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  • Medical News: General Neurology
Cellphones Lower Brain Activity Needed for Driving
By Michael Smith, North American Correspondent, MedPage Today
Published: March 05, 2008
Reviewed by Zalman S. Agus, MD; Emeritus Professor
University of Pennsylvania School of Medicine.
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PITTSBURGH, March 5 -- Using a cellphone while driving -- even a hands-free model -- sharply decreases activity in the brain regions used to control the vehicle, researchers here said.

Functional magnetic resonance imaging (fMRI) showed a 37% decrease in the brain activity associated with driving when the task is complicated by listening to speech, Marcel Just, D.O., of Carnegie Mellon University, and colleagues reported in the journal Brain Research.

Regulations that allow drivers to use hands-free or voice-activated cellphones are missing the point, Dr. Just said in a statement.
Action Points  
  • Explain to interested patients that behavioral studies have shown driving deteriorates when people use cellphones, leading to suggestions that only hands-free models should be allowed to be used in cars.

  • Note that this study suggests that even hands-free models are likely to cause significant distractions to drivers.

"Drivers need to keep not only their hands on the wheel," he said. "They also have to keep their brains on the road."

In an experiment, 29 volunteers underwent fMRI scanning while they guided a virtual vehicle down a winding road, either undistracted or having to listen to recorded sentences and decide if they were true or false.

In both cases, the researchers calculated how well the volunteers kept their virtual cars on an ideal path and how often they had "road maintenance errors" such as hitting a simulated guardrail.

The researchers also calculated what areas of the brain were active when volunteers were just driving and when they also had to listen.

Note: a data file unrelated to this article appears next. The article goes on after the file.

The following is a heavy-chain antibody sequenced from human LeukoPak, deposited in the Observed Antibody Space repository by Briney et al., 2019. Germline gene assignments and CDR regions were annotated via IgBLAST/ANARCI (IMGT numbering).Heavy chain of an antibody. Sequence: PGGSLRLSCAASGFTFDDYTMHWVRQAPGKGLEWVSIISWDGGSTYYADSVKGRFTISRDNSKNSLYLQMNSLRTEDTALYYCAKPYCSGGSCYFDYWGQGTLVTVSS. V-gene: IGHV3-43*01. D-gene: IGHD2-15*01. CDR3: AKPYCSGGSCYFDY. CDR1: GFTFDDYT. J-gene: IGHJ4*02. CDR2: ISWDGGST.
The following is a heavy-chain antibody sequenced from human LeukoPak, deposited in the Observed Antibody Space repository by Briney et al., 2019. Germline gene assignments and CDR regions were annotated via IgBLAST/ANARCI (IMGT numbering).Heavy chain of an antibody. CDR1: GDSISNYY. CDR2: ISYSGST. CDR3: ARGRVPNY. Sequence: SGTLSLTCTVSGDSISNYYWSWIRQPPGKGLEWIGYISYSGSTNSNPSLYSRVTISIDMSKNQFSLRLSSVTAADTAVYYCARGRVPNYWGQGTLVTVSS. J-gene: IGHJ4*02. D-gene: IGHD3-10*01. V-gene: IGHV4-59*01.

The study found:

  • On average, the root mean squared deviation from the ideal path increased from 2.48 to 2.64 when the listening task was added to driving. The change was significant at P<0.01.
  • Mean road maintenance errors increased from 8.7 to 12.8, when listening was added to driving. The change was significant at P<0.05.
  • There were large decreases in activity in the areas of the brain involved in the spatial processing associated with driving when listening was added. In the parietal lobe the decrease was 37%, which was significant at P<0.0001.

Dr. Just and colleagues noted that the driving task did not include having to react to potentially dangerous situations, so that the finding probably underestimates the degree of distraction.

Equally, they said, the task didn't require participants to speak, so that the listening task was probably less disruptive than a true cellphone conversation.

"The clear implication is that engaging in a demanding conversation could jeopardize judgment and reaction time if an atypical or unusual driving situation arose," Dr. Just said.

"Heavy traffic is no place for an involved personal or business discussion, let alone texting," he added.

The same considerations might apply to conversing with passengers, the researchers said, although there is evidence that passengers in a car are more likely to be aware of competing demands on the driver's attention and stop talking when it's inappropriate.

The researchers noted that the "striking" decrease in brain activity associated with driving while listening comes despite the fact that driving and listening draw on two largely non-overlapping cortical areas.

One possible interpretation is that the brain has only a limited amount of resources that can be devoted to paying attention, Dr. Just and colleagues said.

The study was supported by the Office of Naval Research. Dr. Just reported no conflicts.

Primary source: Brain Research
Source reference:
Just MA, et al "A decrease in brain activation associated with driving when listening to someone speak" Brain Res 2008; in press.

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